‘Up to his old tricks again,’ including a dramatic entrance from the audience
By Peter Alexander
Michael Christie, for 13 years music director of the Colorado Music Festival and now conductor laureate, returned to lead the Festival Orchestra last night (July 14) in a program of music by Leonard Bernstein, Charles Ives and Johannes Brahms. Appearing with him was pianist Orion Weiss, a frequent partner with Christie during his years at CMF.
In planning the program, Christie said he wanted “to come back with a presentation style that everybody would say, ‘I remember that guy! He’s up his old tricks again.’”
New tricks or old, there is no doubt that the dramatic opening of the concert caught the audience’s attention.
The program started with concert sponsor Paul Repetto introducing Christie with great warmth but more or less in absentia, since the conductor was not on the stage. But as soon as Repetto finished his remarks Christie, standing out among the audience, gave the downbeat for brass and percussion on the sides of the hall to begin Bernstein’s noisy, boisterous Shivaree, a brief, exciting program opener.
As the last note of the Bernstein faded away, the strings sitting onstage had already began Ives’s mystical Unanswered Question. The strings, playing barely audible, slow-moving chords, were led by their section leaders while a solo trumpet, posing the titular question, sounded from backstage. The woodwinds, with Christie leading them now from the side of the house, offered energetic but inconclusive non-answers that seem to not resolve anything.
At the end the trumpet is heard one last time, over slowly dying string chords, still asking, asking, asking.
This is great musical drama. I have never heard the Ives more effectively introduced: the sudden hushed chord after the last loud flourish of the Bernstein was breathtaking. May I recommend this pairing to other conductors out there?
After such a theatrical beginning, Christie needed a powerful piece to round out the first half, and he found it in the suite from Bernstein’s music for the film On the Waterfront. A gritty, jazzy precursor to the music for West Side Story, On the Waterfront is vintage Bernstein, pure big-city Americana from the 1950s.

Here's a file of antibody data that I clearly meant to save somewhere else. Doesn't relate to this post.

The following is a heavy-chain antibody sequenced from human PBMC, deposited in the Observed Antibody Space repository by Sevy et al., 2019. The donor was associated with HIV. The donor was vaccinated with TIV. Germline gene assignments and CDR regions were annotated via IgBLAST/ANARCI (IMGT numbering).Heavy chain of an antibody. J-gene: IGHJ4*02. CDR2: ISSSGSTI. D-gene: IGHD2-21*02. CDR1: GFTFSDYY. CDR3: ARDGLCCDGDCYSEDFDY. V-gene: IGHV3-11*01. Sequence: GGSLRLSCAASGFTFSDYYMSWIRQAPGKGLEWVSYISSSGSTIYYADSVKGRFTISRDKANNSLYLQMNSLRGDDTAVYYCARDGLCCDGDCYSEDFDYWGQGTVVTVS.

Christie and the Festival Orchestra gave a performance bursting with the raw energy of the streets and docks of Hoboken, but also imbued with tenderness and the aching regrets of the “contender” who never was. There was one shaky moment at the beginning, and the bluesy touches seemed a little on the careful side, but otherwise the performance was exceptional.
Weiss joined Christie and the orchestra for the second half of the program, playing Brahms’s muscular Piano Concerto No. 1 in D minor. Very few pieces open more stormily than this concerto, and from the opening timpani thunderclaps, the Festival Orchestra gave a vigorous performance. Mention should be made of the principal horn, who effectively negotiated exposed solos in both the Bernstein and the Brahms.
The powerful moments of the concerto’s first movement are so memorable that it is easy to forget that there are many passages of great delicacy. It is one of the delights of the Chautauqua Auditorium that music played softly has great presence throughout the hall. These portions of the concerto were especially effective; Weiss’s clean sound and control made every ripple, every filigreed decoration deliciously clear. He had an attentive partner in Christie, who allowed the soloist to shine through.
In contrast, some of the heavier passages lost transparency, as the piano was swallowed in a reverberant wash of sound. This is where recordings have spoiled our ears: it is too easy for the engineer to boost the piano, so that the soloist can dominate in even the strongest orchestral passages. In the real world, that is more difficult.
The practiced, responsive interplay between Christie and Weiss was one of the pleasures of the performance. I thought the final rondo was particularly enjoyable, as each episode had its own character, helped along by sparkling winds. The final measures built to a rousing end. The full house, happy to see two old friends back for a visit, responded with enthusiastic ovations.
NOTE: For anyone who wants to hear more of his work, Christie will be conducting at the Breckenridge Music Festival Aug. 5 and 6.